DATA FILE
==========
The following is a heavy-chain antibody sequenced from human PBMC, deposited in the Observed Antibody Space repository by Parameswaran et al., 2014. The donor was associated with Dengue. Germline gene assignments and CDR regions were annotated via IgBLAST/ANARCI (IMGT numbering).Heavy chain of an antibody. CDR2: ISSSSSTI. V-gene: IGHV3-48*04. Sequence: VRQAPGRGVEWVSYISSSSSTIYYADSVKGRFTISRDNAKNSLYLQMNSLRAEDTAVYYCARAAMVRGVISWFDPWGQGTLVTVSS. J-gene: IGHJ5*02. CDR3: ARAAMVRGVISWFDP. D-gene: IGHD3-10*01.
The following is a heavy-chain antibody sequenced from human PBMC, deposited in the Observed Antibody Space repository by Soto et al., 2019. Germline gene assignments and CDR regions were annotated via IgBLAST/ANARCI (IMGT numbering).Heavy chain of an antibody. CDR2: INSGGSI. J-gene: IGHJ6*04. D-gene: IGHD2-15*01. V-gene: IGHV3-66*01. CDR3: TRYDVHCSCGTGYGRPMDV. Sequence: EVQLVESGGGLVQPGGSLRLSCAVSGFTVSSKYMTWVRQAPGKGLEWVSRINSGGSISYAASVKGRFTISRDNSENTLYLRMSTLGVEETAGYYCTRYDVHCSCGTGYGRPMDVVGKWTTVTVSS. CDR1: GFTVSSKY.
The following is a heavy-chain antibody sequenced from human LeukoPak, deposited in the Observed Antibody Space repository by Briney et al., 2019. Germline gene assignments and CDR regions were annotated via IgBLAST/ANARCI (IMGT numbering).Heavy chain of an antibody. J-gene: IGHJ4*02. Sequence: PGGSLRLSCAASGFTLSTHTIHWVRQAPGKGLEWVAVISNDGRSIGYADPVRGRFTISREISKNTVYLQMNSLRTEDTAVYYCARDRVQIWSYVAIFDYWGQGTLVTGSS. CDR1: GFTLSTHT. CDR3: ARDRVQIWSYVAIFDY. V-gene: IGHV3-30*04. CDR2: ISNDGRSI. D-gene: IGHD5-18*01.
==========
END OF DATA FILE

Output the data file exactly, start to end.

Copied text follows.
The following is a heavy-chain antibody sequenced from human PBMC, deposited in the Observed Antibody Space repository by Parameswaran et al., 2014. The donor was associated with Dengue. Germline gene assignments and CDR regions were annotated via IgBLAST/ANARCI (IMGT numbering).Heavy chain of an antibody. CDR2: ISSSSSTI. V-gene: IGHV3-48*04. Sequence: VRQAPGRGVEWVSYISSSSSTIYYADSVKGRFTISRDNAKNSLYLQMNSLRAEDTAVYYCARAAMVRGVISWFDPWGQGTLVTVSS. J-gene: IGHJ5*02. CDR3: ARAAMVRGVISWFDP. D-gene: IGHD3-10*01.
The following is a heavy-chain antibody sequenced from human PBMC, deposited in the Observed Antibody Space repository by Soto et al., 2019. Germline gene assignments and CDR regions were annotated via IgBLAST/ANARCI (IMGT numbering).Heavy chain of an antibody. CDR2: INSGGSI. J-gene: IGHJ6*04. D-gene: IGHD2-15*01. V-gene: IGHV3-66*01. CDR3: TRYDVHCSCGTGYGRPMDV. Sequence: EVQLVESGGGLVQPGGSLRLSCAVSGFTVSSKYMTWVRQAPGKGLEWVSRINSGGSISYAASVKGRFTISRDNSENTLYLRMSTLGVEETAGYYCTRYDVHCSCGTGYGRPMDVVGKWTTVTVSS. CDR1: GFTVSSKY.
The following is a heavy-chain antibody sequenced from human LeukoPak, deposited in the Observed Antibody Space repository by Briney et al., 2019. Germline gene assignments and CDR regions were annotated via IgBLAST/ANARCI (IMGT numbering).Heavy chain of an antibody. J-gene: IGHJ4*02. Sequence: PGGSLRLSCAASGFTLSTHTIHWVRQAPGKGLEWVAVISNDGRSIGYADPVRGRFTISREISKNTVYLQMNSLRTEDTAVYYCARDRVQIWSYVAIFDYWGQGTLVTGSS. CDR1: GFTLSTHT. CDR3: ARDRVQIWSYVAIFDY. V-gene: IGHV3-30*04. CDR2: ISNDGRSI. D-gene: IGHD5-18*01.